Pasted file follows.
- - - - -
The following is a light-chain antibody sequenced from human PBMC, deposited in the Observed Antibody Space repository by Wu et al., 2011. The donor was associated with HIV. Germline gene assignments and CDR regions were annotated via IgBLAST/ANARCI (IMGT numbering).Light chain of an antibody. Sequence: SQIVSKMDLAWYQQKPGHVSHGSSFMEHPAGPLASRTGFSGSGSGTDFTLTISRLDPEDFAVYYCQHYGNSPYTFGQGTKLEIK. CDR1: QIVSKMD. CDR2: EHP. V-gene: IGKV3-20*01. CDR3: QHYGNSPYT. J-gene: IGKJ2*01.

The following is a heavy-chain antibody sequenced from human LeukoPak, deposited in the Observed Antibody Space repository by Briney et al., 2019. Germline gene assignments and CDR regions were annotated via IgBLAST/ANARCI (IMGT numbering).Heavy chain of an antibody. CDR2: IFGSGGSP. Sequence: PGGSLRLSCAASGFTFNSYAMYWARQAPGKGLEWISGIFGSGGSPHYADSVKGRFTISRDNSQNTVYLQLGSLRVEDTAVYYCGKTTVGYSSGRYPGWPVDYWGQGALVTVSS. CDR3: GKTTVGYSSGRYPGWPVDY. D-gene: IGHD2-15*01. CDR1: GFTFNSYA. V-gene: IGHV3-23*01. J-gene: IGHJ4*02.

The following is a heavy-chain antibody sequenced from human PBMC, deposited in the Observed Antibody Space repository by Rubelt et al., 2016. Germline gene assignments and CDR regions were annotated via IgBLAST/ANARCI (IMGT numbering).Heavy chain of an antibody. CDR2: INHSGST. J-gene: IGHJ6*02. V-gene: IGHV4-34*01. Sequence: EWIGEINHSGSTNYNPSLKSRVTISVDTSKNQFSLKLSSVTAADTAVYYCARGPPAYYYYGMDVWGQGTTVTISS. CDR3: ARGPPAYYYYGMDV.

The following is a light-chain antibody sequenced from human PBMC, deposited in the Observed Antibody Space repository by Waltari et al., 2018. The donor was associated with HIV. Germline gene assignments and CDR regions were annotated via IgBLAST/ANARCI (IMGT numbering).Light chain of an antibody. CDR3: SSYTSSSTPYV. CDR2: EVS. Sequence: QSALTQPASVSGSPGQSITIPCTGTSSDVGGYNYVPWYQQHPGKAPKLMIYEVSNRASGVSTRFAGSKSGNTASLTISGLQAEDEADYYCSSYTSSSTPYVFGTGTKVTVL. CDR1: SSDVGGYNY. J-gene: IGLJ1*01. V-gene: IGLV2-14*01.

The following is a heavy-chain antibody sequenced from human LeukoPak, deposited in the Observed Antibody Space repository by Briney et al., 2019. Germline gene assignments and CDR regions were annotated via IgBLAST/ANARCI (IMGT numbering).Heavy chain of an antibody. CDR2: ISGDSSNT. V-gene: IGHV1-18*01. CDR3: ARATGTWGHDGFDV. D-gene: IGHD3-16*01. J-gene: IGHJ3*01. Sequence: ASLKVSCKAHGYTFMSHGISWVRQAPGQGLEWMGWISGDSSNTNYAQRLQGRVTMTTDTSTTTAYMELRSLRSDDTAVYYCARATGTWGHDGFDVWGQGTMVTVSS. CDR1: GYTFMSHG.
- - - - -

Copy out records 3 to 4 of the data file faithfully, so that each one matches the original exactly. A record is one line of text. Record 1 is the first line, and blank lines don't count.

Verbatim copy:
The following is a heavy-chain antibody sequenced from human PBMC, deposited in the Observed Antibody Space repository by Rubelt et al., 2016. Germline gene assignments and CDR regions were annotated via IgBLAST/ANARCI (IMGT numbering).Heavy chain of an antibody. CDR2: INHSGST. J-gene: IGHJ6*02. V-gene: IGHV4-34*01. Sequence: EWIGEINHSGSTNYNPSLKSRVTISVDTSKNQFSLKLSSVTAADTAVYYCARGPPAYYYYGMDVWGQGTTVTISS. CDR3: ARGPPAYYYYGMDV.

The following is a light-chain antibody sequenced from human PBMC, deposited in the Observed Antibody Space repository by Waltari et al., 2018. The donor was associated with HIV. Germline gene assignments and CDR regions were annotated via IgBLAST/ANARCI (IMGT numbering).Light chain of an antibody. CDR3: SSYTSSSTPYV. CDR2: EVS. Sequence: QSALTQPASVSGSPGQSITIPCTGTSSDVGGYNYVPWYQQHPGKAPKLMIYEVSNRASGVSTRFAGSKSGNTASLTISGLQAEDEADYYCSSYTSSSTPYVFGTGTKVTVL. CDR1: SSDVGGYNY. J-gene: IGLJ1*01. V-gene: IGLV2-14*01.